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Virtual EMS education: Growing pains and lessons learned

Longtime EMS educator shares the lessons he has learned from developing and delivering EMS curricula in a virtual and flipped classroom


In a flipped classroom, students do their classwork at home and their homework in class.

Courtesy photo

This feature is part of our Paramedic Chief Digital Edition, a regular supplement to that brings a sharpened focus to some of the most challenging topics facing paramedic chiefs and EMS leaders everywhere. To read all of the articles included in the Spring 2017 issue, click here.

By Kelly Grayson

I’ve been an EMS educator for 24 years, and in those 24 years, I’ve developed a pretty effective schtick. I’m good at breaking down complex concepts into easily understood terms. I can switch gears from inspirational to educational to entertaining and back again, all within the same lecture. I can read an audience with the best of them, and adapt my teaching methods on the fly. I can make an audience laugh or cry. I firmly believe that the most effective learning occurs between bouts of laughter.

As I like to say in my lectures, “We’ll reserve you a whole seat, but you’ll only need the edge.”

And very little of that was useful to me in a virtual classroom.

As the EMS Education Coordinator for ACE4EMS, the educational wing of the Louisiana Ambulance Alliance, my job for the past year has been to develop curricula and teaching materials for our initial and continuing EMS education programs. We make extensive use of the internet for virtual, instructor-led training and the flipped classroom model. We utilize a hybrid classroom, a combination of live instruction and self-paced online study. Using the internet allows us to greatly expand our educational footprint, beaming our classes to multiple sites and agencies simultaneously.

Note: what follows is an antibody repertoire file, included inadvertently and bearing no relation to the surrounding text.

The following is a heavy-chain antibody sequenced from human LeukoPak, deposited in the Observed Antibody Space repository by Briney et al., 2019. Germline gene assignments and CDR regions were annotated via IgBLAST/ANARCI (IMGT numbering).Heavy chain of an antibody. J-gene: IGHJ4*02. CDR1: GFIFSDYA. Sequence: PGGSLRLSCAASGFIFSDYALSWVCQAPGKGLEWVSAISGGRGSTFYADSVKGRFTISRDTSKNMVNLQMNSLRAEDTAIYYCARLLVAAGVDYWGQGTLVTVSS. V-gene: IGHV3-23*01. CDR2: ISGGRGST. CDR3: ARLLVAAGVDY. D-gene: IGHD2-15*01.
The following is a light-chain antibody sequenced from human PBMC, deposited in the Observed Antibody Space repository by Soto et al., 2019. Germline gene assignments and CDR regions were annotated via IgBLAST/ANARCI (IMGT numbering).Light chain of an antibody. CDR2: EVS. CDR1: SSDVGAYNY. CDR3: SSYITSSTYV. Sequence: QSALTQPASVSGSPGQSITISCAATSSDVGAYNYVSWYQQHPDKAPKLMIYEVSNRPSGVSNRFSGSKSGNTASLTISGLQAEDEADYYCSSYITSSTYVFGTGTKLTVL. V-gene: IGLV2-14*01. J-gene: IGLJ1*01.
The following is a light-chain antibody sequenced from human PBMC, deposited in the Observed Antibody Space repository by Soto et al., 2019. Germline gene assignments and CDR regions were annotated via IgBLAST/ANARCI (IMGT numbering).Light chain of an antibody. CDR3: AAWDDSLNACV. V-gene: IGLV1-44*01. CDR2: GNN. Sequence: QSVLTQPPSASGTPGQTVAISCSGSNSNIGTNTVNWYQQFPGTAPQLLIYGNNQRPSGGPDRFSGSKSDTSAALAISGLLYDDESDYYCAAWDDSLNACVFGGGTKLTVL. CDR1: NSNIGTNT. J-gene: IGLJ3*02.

In a flipped classroom, students do their classwork at home and their homework in class. Rather than have an instructor impart medical facts in the classroom, and then have the student go home and try to apply those facts in EMS practice, the flipped classroom allows our students to pursue knowledge acquisition at home at their own pace, via their preferred learning methods. In class, we focus on knowledge synthesis and application.

In fact, that’s what we call our live classes: knowledge integration sessions. We do a lot of team-based and scenario-based learning, rather than “death by PowerPoint.”

And it works … very well.

Virtual educator growing pains and lessons

But there have been some hiccups along the way; I thought I’d share some of the growing pains, pearls and pitfalls we’ve encountered.

1. Not every student buys in, even among millennials

It takes a disciplined student to do a constant stream of assignments and projects at home, and then come to class prepared to discuss what we’ve learned. Every EMS educator stresses to their students that homework and reading the material beforehand is essential to classroom success. However, we all know that in a traditional classroom students can often get away with taking notes or mindlessly highlighting passages in their textbook while you lecture. It isn’t ideal, but often, it’ll pass.

This does not work in a flipped classroom. If students don’t do their study assignments, they’re going to be utterly lost in the live class. If you use this model as an educator, strict enforcement of assignment deadlines is essential. Weight scoring for self-study assignments reflects their importance.